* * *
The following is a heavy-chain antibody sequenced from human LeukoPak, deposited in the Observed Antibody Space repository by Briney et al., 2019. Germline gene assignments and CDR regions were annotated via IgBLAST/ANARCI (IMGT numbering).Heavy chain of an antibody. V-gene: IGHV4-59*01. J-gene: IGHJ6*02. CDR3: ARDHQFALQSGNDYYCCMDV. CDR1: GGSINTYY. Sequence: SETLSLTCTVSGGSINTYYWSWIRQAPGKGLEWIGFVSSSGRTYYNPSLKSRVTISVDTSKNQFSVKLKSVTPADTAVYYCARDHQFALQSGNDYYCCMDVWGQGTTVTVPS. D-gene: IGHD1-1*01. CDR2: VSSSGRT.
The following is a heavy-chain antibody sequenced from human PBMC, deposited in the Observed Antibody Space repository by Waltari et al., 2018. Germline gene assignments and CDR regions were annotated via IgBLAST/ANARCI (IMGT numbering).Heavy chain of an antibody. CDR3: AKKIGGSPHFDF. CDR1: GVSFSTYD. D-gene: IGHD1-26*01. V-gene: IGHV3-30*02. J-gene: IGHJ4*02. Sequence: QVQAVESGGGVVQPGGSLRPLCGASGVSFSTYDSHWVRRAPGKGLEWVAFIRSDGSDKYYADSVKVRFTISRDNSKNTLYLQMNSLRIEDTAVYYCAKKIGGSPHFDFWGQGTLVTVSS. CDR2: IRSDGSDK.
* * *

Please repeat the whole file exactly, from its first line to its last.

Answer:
The following is a heavy-chain antibody sequenced from human LeukoPak, deposited in the Observed Antibody Space repository by Briney et al., 2019. Germline gene assignments and CDR regions were annotated via IgBLAST/ANARCI (IMGT numbering).Heavy chain of an antibody. V-gene: IGHV4-59*01. J-gene: IGHJ6*02. CDR3: ARDHQFALQSGNDYYCCMDV. CDR1: GGSINTYY. Sequence: SETLSLTCTVSGGSINTYYWSWIRQAPGKGLEWIGFVSSSGRTYYNPSLKSRVTISVDTSKNQFSVKLKSVTPADTAVYYCARDHQFALQSGNDYYCCMDVWGQGTTVTVPS. D-gene: IGHD1-1*01. CDR2: VSSSGRT.
The following is a heavy-chain antibody sequenced from human PBMC, deposited in the Observed Antibody Space repository by Waltari et al., 2018. Germline gene assignments and CDR regions were annotated via IgBLAST/ANARCI (IMGT numbering).Heavy chain of an antibody. CDR3: AKKIGGSPHFDF. CDR1: GVSFSTYD. D-gene: IGHD1-26*01. V-gene: IGHV3-30*02. J-gene: IGHJ4*02. Sequence: QVQAVESGGGVVQPGGSLRPLCGASGVSFSTYDSHWVRRAPGKGLEWVAFIRSDGSDKYYADSVKVRFTISRDNSKNTLYLQMNSLRIEDTAVYYCAKKIGGSPHFDFWGQGTLVTVSS. CDR2: IRSDGSDK.